Archive for December, 2009

Mini fest@NID showcasing Under Construction films!!

December 29, 2009 Leave a comment

Mini fest@NID showcasing Under Construction films.

We are happy to announce a two-day mini-fest organized and hosted by National Institute of Design at the National Institute of Design Campus. The festival will be showcasing films selected by NID from the Under Construction collection of films.

Date: 30th – 31st January 2010
Venue: National Institute of Design Campus, Ahmedabad
Time : 10.30 am to 6.00 pm


Article on Copyright: Copyright law to change

December 28, 2009 Leave a comment

An article in the Times of India dated 25th December 2009.


Copyright law to change

NEW DELHI: Authors of musical, cinematographic and literary works may now be entitled to royalty in case their works are used for commercial purposes. This has been made possible because certain amendments to the Copyright Act, 1957, were approved by the Cabinet on Thursday. The amendments propose to give “independent rights to authors of literary and musical works in cinematograph films”, information and broadcasting minister Ambika Soni said.
“It has been proposed to introduce statutory licensing to ensure the public has access to musical works over FM and TV and at the same time the owners are not disadvantaged,” she said.

Article on piracy: Dead man’s test: Pirates trawl political seas!!

December 27, 2009 5 comments

An article in the ‘Times of India’ dated December 19, 2009 :


Dead man’s test: Pirates trawl political seas

We’re pirates, we love copying!” says Christian Engstrom, the first pirate representative in the European Parliament. Take it as the war cry of the freeweb society or a political slogan, but web pirates are rising from the ashes of all the verdicts hurled against it. A fledgling political movement started by a group of young Scandinavian file-sharers is trying to make the worldwide web a better place to copy.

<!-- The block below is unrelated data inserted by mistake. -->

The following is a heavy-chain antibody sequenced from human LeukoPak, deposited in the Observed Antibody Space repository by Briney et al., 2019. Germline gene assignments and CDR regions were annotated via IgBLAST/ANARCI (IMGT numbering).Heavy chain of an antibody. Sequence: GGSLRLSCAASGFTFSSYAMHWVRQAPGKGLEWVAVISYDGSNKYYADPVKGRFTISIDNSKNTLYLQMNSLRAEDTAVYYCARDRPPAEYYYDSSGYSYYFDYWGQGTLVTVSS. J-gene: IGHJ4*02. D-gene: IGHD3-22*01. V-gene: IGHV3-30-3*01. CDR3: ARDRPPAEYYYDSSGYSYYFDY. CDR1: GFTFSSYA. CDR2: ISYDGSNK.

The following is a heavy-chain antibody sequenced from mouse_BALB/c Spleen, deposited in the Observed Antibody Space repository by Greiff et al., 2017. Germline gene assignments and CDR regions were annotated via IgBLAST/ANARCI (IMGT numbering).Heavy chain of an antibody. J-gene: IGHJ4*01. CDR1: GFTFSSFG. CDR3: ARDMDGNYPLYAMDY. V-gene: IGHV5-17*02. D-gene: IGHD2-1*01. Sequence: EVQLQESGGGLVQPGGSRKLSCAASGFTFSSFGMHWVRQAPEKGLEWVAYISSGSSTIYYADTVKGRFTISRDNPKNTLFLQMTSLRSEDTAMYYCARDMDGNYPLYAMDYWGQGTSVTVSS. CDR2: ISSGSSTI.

Ironically, the emergence of the Pirate Party – launched in Stockholm in 2006 – was only boosted by the Pirate Bay trial in Sweden, in which the four young men behind the website were sentenced to a year in jail and ordered to pay $4.5 million in damages. In the days after the trial, membership in the Piratpartiet, as it is known in Sweden, surged to over 40,000 members. In a development that would have been laughable in the early months of 2009, the Pirate Party has earned two seats in the European Parliament, piggybacking on their strong support in Sweden, where they garnered 7.1 per cent of the vote in the elections in June 2009. Today, it is the third-biggest political group in the country by membership numbers and the most popular among voters under 30 – an unlikely success story underscored by prime minister Fredrik Reinfeldt, who said that his own Moderate Party will formulate a clear policy regarding net integrity and copyright issues before the national elections in September 2010. The pirates hope to win around 5 per cent of the vote, giving him the balance of power between the two major political blocs. That would make them the “kingmakers”.

To the horror of artists and entertainment executives, the Pirate Party believes peer-to-peer networking should be encouraged rather than “criminalised”. In a manifesto posted on /english, the party says it is focused on three main goals: “Fundamentally reform copyright law, get rid of the patent system, and ensure that citizens’ rights to privacy are respected.”

On paper, the debate over piracy is a black-and-white no-brainer – thieving is wrong. But, with nearly 90 per cent of music and practically all software and films being downloaded illegally across the world every day, the issue of free downloads, file-sharing , kleptomania en masse and utopian internet is a lot more complicated.

The history of internet is marred by the volatile co-existence of two competing philosophies. The first is an egalitarian, utopian vision – all information should be free and every connected human being should have the same access and privileges. The second philosophy looks at the web as a means to make money. The success of Google, eBay, Amazon, iTunes and Facebook more than validate the belief. Most of these firms argue that file-sharing services like BitTorrent are killing the creative industry by eating into the bank accounts and livelihoods of musicians, producers, filmmakers and novelists.